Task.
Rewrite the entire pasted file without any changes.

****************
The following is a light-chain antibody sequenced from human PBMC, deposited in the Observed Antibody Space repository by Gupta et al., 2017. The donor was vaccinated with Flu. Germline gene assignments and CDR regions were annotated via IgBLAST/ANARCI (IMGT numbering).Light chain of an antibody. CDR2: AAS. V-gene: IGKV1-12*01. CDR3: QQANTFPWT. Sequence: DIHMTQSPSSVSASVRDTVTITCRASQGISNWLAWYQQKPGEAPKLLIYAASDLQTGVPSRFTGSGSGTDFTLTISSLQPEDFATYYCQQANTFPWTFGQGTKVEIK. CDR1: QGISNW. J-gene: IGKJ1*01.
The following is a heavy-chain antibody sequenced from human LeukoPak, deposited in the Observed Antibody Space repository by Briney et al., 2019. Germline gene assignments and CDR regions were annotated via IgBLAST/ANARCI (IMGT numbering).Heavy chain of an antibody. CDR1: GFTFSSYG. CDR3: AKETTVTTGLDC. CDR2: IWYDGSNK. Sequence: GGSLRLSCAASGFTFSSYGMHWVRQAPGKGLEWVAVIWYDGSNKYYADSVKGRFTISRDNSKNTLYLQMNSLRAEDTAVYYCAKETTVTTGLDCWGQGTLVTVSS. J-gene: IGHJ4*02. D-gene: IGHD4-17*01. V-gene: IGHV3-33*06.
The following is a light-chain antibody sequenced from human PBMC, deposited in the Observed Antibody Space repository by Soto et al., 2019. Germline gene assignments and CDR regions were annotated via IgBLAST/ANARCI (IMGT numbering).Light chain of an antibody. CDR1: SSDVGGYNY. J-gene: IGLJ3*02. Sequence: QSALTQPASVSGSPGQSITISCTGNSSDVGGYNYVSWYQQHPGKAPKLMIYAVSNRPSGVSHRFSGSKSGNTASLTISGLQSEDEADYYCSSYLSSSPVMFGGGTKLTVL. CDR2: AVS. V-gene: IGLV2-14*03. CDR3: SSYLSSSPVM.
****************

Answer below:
The following is a light-chain antibody sequenced from human PBMC, deposited in the Observed Antibody Space repository by Gupta et al., 2017. The donor was vaccinated with Flu. Germline gene assignments and CDR regions were annotated via IgBLAST/ANARCI (IMGT numbering).Light chain of an antibody. CDR2: AAS. V-gene: IGKV1-12*01. CDR3: QQANTFPWT. Sequence: DIHMTQSPSSVSASVRDTVTITCRASQGISNWLAWYQQKPGEAPKLLIYAASDLQTGVPSRFTGSGSGTDFTLTISSLQPEDFATYYCQQANTFPWTFGQGTKVEIK. CDR1: QGISNW. J-gene: IGKJ1*01.
The following is a heavy-chain antibody sequenced from human LeukoPak, deposited in the Observed Antibody Space repository by Briney et al., 2019. Germline gene assignments and CDR regions were annotated via IgBLAST/ANARCI (IMGT numbering).Heavy chain of an antibody. CDR1: GFTFSSYG. CDR3: AKETTVTTGLDC. CDR2: IWYDGSNK. Sequence: GGSLRLSCAASGFTFSSYGMHWVRQAPGKGLEWVAVIWYDGSNKYYADSVKGRFTISRDNSKNTLYLQMNSLRAEDTAVYYCAKETTVTTGLDCWGQGTLVTVSS. J-gene: IGHJ4*02. D-gene: IGHD4-17*01. V-gene: IGHV3-33*06.
The following is a light-chain antibody sequenced from human PBMC, deposited in the Observed Antibody Space repository by Soto et al., 2019. Germline gene assignments and CDR regions were annotated via IgBLAST/ANARCI (IMGT numbering).Light chain of an antibody. CDR1: SSDVGGYNY. J-gene: IGLJ3*02. Sequence: QSALTQPASVSGSPGQSITISCTGNSSDVGGYNYVSWYQQHPGKAPKLMIYAVSNRPSGVSHRFSGSKSGNTASLTISGLQSEDEADYYCSSYLSSSPVMFGGGTKLTVL. CDR2: AVS. V-gene: IGLV2-14*03. CDR3: SSYLSSSPVM.